We shall consider science under two very broad categories, the physical sciences and the life sciences, the latter including also the so-called social sciences. The physical sciences include such disciplines as chemistry, physics, geology, meteorology, hydrology, and the like. The life sciences include biology, psychology, anthropology, sociology and others.
As far as the physical, or inorganic sciences, are concerned, perhaps the most fundamental fact concerning them, long ago revealed in Scripture and only recently acknowledged by modern science, is that the physical world is basically nonphysical in its ultimate essence. The mechanics of the universe can only be comprehended, and then only vaguely, in terms of non-mechanical, mathematical concepts.
The Scriptures have made it quite clear that the physical universe was created ex nihilo and is fundamentallyspiritual in essence. For example, Hebrews 11:3 states: "Through faith we understand that the worlds were framed by the word of God, so that things which are seen were not made of things which do appear." Some might object that the Greek word for worlds really here means ages. It probably can mean both, but in view of the modern recognition of the universe as a space-matter-time continuum, it would clearly be correct to speak of either space or matter or time or all of them as having been created by the word of God. And the basic "stuff" of this continuum is most definitely not "apparent" to the physical senses.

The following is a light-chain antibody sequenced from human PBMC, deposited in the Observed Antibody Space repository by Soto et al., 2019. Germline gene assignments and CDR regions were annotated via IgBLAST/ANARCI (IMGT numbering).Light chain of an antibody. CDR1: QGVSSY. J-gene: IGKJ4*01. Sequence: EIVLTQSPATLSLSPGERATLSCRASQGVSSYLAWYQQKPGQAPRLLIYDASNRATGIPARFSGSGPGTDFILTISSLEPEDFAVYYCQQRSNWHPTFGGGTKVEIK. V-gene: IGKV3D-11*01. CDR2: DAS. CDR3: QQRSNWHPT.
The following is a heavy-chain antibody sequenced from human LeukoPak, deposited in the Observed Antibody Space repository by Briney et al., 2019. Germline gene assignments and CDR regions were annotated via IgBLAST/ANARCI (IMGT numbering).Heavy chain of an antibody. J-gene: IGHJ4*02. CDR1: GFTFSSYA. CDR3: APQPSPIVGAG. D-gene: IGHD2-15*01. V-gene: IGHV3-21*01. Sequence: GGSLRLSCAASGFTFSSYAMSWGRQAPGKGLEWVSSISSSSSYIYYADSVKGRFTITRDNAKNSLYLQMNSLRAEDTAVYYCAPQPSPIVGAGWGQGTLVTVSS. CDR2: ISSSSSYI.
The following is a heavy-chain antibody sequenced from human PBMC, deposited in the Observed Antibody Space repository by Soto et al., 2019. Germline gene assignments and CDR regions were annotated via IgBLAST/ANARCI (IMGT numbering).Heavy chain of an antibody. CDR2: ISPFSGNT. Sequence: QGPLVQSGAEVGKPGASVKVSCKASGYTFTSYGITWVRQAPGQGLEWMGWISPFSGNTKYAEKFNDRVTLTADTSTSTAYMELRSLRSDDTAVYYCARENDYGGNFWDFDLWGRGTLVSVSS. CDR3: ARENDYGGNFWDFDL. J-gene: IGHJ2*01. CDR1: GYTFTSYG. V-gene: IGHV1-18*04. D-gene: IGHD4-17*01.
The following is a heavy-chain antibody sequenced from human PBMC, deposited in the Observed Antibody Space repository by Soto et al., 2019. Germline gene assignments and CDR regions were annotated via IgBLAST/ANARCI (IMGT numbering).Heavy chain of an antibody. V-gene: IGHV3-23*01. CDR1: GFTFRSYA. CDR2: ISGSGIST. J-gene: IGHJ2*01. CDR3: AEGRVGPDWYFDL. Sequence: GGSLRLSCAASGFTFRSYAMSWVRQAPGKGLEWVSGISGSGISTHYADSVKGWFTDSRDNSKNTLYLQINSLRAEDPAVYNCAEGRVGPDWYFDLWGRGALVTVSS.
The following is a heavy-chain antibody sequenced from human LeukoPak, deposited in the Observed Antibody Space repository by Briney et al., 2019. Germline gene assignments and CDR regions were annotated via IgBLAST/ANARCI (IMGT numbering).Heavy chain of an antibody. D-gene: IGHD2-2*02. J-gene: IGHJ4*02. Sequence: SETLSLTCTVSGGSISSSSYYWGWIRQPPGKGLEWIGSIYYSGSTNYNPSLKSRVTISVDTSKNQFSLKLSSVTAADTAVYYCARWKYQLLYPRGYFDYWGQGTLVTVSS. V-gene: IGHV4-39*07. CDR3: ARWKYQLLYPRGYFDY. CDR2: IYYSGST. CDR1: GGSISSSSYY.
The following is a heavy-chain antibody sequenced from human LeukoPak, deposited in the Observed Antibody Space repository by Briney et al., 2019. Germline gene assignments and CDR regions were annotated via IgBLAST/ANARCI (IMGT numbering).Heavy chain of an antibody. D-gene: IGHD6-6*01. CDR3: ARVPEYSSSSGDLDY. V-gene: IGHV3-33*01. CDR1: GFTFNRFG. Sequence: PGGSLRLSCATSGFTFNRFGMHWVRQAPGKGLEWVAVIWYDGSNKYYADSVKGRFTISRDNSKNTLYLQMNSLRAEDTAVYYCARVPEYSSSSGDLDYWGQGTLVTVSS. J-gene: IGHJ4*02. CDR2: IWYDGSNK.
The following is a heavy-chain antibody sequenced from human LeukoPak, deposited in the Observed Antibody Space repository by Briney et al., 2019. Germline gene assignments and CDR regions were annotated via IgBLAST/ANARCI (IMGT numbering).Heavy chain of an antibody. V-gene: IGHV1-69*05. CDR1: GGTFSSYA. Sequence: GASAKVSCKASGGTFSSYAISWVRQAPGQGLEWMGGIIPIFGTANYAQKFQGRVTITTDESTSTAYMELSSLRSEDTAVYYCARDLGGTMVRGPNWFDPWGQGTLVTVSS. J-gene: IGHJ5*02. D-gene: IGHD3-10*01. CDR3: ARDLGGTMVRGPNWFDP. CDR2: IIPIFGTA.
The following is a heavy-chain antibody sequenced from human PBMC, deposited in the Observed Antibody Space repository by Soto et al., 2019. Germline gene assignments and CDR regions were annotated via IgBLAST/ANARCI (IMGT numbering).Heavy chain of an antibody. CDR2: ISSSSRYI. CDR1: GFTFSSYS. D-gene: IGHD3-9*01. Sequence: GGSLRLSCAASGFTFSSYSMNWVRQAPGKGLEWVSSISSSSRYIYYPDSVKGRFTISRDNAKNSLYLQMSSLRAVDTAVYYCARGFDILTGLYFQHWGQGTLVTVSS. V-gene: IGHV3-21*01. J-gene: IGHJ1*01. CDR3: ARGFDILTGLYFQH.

The same truth is revealed in Hebrews 1:2-3: "By his (God's) Son he made the worlds; who being the brightness of his glory, and the express image of his person, and upholding all things by the word of his power . . . " Thus, by power, by the Word, all things were made, and all things are upheld. Jesus Christ, through the continual outflow of His limitless divine energy is thus sustaining all the material stuff of the universe which He had once created. Here is clearly spelled forth the modern scientific truth of the equivalence of matter and energy. Here also is revealed the ultimate source of the mysterious nuclear forces, the binding energy of the atom. One might also refer to Colossians 1:16-17 for the same teaching.
As far as the laws or processes of the physical universe are concerned, these all devolve upon two extremely broad and powerful principles, the so-called first and second Laws of thermodynamics. Let it be emphasized that, if there is really such a thing as a law of science, these two principles meet that definition. There is no other scientific law supported more fully and certainly by more numerous and meaningful lines of evidence than are these two laws. All physical processes (and all biologic processes, for that matter) involve the interplay of two basic entities called energy and entropy. One could say that any event occurring in space and time is a manifestation of some form of exchange of energy. The particular event or process basically is just this transformation of one or more forms of energy (kinetic or motion energy, electrical, chemical, light, heat, sound, electromagnetic, nuclear, or other forms of energy) into one or more other forms.